Your dog’s paws aren’t typically on your mind until they start limping or favoring some legs over others. If your dog shows signs of a paw injury, this doesn’t necessarily mean they have an infection but it’s important to know how to recognize an infection.
Paw infections can be especially challenging to treat because it’s hard to keep your dog from using their paws, and this can prevent infections from healing.
In this article, we’ll review the causes, symptoms, and tips for treating an infected dog paw.
Causes of Paw Infections
Like any other kind of infection, paw infections are preceded by the entrance of bacteria’s, viruses, fungi, or other foreign bodies into the tissue of the paw through an injury. Whether the paw injury is a tiny puncture from a thorn or a sore from walking on a hot surface, there’s always an opportunity for an infection to take hold no matter the size of the injury.
It’s important to note that infections can also be caused by less obvious things– like allergies. If your dog’s allergies cause them to constantly lick their paws, they can wear down the tissue and cause sore spots that are vulnerable to infection. The same can happen from complications due to flea infestations.
Breeds of dogs with less padding on their paws or slimmer limbs– such as the Greyhounds –are more likely to develop paw problems than others. And dogs with compromised immune systems or other health conditions and medications affecting immune systems are also more susceptible.
Symptoms of Paw Infections
It’s wise to get in the habit of checking your dog’s paws. When you’re checking, be sure to check for these symptoms of paw infections:
● General swelling across the paw or on one of the toes
● An obvious injury– puncture, graze, cut, gash, etc.
● Limping, favoring one leg
● Puss or discharge oozing from the paw
● A foul smell coming from the paw
● Itching/skin irritation on the paw
● Obsessive licking or biting of the paw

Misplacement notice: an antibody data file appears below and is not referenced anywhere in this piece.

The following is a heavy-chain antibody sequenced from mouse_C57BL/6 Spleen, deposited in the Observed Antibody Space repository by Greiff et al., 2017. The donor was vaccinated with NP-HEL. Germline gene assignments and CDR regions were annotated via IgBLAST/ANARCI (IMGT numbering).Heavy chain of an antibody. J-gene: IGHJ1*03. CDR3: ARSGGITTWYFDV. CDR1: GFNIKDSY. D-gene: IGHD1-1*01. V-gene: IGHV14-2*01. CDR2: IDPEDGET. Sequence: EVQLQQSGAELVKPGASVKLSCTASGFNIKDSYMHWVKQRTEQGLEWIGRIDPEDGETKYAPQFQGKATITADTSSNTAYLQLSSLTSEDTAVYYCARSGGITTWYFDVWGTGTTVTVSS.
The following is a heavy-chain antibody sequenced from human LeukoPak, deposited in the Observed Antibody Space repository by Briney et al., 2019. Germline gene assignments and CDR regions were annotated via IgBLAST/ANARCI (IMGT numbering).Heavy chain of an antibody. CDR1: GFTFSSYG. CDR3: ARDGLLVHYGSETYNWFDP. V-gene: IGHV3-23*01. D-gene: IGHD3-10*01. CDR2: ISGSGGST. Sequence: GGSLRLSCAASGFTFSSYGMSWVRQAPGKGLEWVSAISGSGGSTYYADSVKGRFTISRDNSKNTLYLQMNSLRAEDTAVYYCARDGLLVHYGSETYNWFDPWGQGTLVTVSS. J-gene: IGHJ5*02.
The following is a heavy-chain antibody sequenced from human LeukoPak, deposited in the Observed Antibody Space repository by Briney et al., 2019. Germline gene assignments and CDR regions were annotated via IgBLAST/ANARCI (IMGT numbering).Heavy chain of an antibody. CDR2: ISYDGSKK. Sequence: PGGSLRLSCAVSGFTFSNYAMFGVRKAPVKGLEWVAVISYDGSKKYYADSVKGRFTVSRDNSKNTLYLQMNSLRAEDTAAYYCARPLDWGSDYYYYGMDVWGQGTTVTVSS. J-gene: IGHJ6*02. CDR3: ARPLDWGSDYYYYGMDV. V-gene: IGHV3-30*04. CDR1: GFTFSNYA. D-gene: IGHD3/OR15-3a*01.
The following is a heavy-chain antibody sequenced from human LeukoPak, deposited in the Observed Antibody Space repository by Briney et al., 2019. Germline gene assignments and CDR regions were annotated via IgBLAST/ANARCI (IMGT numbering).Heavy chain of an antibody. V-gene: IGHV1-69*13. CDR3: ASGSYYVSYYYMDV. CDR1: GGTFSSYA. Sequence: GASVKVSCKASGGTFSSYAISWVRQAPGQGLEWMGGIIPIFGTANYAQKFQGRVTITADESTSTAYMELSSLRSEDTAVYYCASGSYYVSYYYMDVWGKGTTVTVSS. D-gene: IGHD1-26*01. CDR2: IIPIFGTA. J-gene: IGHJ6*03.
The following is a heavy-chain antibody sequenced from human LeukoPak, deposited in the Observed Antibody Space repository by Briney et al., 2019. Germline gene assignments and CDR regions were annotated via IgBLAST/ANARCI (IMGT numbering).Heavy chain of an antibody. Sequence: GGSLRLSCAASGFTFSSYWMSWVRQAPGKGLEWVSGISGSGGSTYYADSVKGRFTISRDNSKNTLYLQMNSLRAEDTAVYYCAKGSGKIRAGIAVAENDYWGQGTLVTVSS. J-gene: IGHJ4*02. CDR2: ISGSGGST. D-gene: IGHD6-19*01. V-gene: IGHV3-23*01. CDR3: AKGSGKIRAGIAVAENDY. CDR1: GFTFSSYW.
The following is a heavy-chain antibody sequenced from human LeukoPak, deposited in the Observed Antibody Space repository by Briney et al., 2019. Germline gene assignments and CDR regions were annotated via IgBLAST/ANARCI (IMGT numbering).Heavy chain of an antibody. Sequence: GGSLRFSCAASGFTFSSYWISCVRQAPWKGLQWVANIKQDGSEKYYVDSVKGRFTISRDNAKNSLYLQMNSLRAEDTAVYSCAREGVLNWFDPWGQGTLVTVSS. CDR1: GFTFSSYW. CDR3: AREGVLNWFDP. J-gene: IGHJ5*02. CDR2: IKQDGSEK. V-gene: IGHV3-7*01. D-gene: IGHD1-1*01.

● Reluctance to walk on the affected paw
● Reluctance to let you examine the paw
Diagnosis and Treatment
If you notice the above symptoms in your dog, you should allow your vet to give them a physical examination. They will be able to identify whether your dog’s paw is affected by an infection versus other possible problems. This is typically determined by taking a skin scraping of the infected tissue for analyzation. Your vet may also want to run blood tests and/or x-rays depending on the suspected severity.
Different culprits of infection– bacteria, virus, fungus –require different treatments, and the severity and duration of the infection will also determine the treatment plan.
Bacterial infections are typically treated with antibiotics, pain killers, and sometimes anti-inflammatory medications. These infections also require the paw to be thoroughly cleaned and bandaged, which you may have to repeat daily until the infection has had time to heal.
The better wrapped an infected paw is, the better– because you’re also trying to prevent your pet from licking, biting, or walking on the wound. Your dog may also need to wear a cone collar to prevent them from disturbing the bandage.
With the proper treatment and care, paw infections can generally be healed without a problem. But don’t write them off as something that doesn’t require your attention to be resolved because they can cause your dog a lot of pain and also lead to more severe problems.
For more information about paw injuries and a product that reinforces your dog’s paw pad strength, check out PawFriction